Sacramento River Cats Home Opener Brings In The Salt Lake Bees

by Marc Keller | Posted on Sunday, April 17th, 2016
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It’s always fun to attend a home opener for a ballclub no matter what level of baseball it is. I was able to attend the Sacramento River Cats (San Francisco Giants Triple-A affiliate) home opener versus the Salt Lake Bees (Los Angeles Angels Triple-A affiliate); a who’s who’s for prospect hunting if that is your thing. According to most baseball websites who track and rank prospects, you won’t find the Giants and the Angels very high on any of their organizational rankings list. However, that doesn’t mean other Major League Baseball (MLB) organizations see things differently and have a different evaluation of these players. MLB teams still send their scouts out to get paper on these players. And it’s not like any of these players won’t see some time in the major leagues. At any moment one of these players can get the call-up and be a contributor. So for that reason, these players are still worth watching and keeping an eye on.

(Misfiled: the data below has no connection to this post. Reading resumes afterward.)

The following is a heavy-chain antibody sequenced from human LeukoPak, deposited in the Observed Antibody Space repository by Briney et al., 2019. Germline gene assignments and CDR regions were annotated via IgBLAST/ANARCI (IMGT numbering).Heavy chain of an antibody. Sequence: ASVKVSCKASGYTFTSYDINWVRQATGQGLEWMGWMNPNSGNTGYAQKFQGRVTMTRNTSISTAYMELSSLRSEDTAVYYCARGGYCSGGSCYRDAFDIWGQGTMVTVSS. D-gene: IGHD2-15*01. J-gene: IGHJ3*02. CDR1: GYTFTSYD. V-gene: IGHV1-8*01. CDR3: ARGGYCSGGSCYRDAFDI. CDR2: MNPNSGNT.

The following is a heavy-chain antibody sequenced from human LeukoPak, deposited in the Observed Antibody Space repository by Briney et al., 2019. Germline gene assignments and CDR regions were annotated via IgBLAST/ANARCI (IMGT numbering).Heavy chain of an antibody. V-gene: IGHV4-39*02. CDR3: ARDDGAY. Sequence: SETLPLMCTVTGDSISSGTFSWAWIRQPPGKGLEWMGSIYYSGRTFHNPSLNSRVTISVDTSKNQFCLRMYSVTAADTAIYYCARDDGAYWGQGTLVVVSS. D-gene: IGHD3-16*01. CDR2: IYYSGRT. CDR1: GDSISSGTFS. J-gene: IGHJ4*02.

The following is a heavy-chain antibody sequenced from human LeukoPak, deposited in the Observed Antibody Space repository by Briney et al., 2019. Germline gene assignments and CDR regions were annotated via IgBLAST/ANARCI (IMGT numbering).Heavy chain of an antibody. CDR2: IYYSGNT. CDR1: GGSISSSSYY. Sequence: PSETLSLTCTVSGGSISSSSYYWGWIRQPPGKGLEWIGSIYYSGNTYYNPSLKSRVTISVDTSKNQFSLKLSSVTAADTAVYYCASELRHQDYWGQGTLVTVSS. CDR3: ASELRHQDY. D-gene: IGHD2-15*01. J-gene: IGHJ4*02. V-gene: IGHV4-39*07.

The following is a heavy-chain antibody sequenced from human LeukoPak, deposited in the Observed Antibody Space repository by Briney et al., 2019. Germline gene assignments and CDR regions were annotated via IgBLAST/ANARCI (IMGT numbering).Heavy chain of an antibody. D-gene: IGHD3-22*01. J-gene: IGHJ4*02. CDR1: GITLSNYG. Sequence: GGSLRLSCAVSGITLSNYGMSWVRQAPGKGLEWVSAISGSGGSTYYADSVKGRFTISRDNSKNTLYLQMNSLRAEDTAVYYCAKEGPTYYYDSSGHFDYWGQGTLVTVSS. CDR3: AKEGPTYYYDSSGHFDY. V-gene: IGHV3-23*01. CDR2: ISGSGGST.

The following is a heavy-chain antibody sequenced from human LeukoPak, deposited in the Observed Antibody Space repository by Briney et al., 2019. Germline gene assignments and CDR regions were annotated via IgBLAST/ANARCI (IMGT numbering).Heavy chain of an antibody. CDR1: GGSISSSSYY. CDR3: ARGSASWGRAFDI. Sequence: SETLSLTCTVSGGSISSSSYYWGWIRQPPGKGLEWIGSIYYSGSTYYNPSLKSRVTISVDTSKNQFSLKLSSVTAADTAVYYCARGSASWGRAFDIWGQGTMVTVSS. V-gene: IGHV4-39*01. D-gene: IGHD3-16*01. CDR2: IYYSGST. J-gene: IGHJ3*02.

For the River Cats –

One prospect that I was hoping to see in the starting lineup was outfielder Mac Williamson, but very fortunate for him, he got the call-up to the big club, taking the spot of injured infielder Ehire Adrianza, who was placed on the 15-day disabled list with a broken foot. It’s a well-deserved and great opportunity for Williamson. I got a chance to see Williamson while I was in Arizona for Giants spring training, and he was absolutely crushing the ball. He played so well and that he almost played himself into a spot on the 25-man roster when the Giants broke from spring training. But having come off Tommy John surgery, the thought from the Giants side was to start Williamson in Triple-A for the season in order for him to make up some lost reps. I guess seven games is all the Giants needed to see out of him.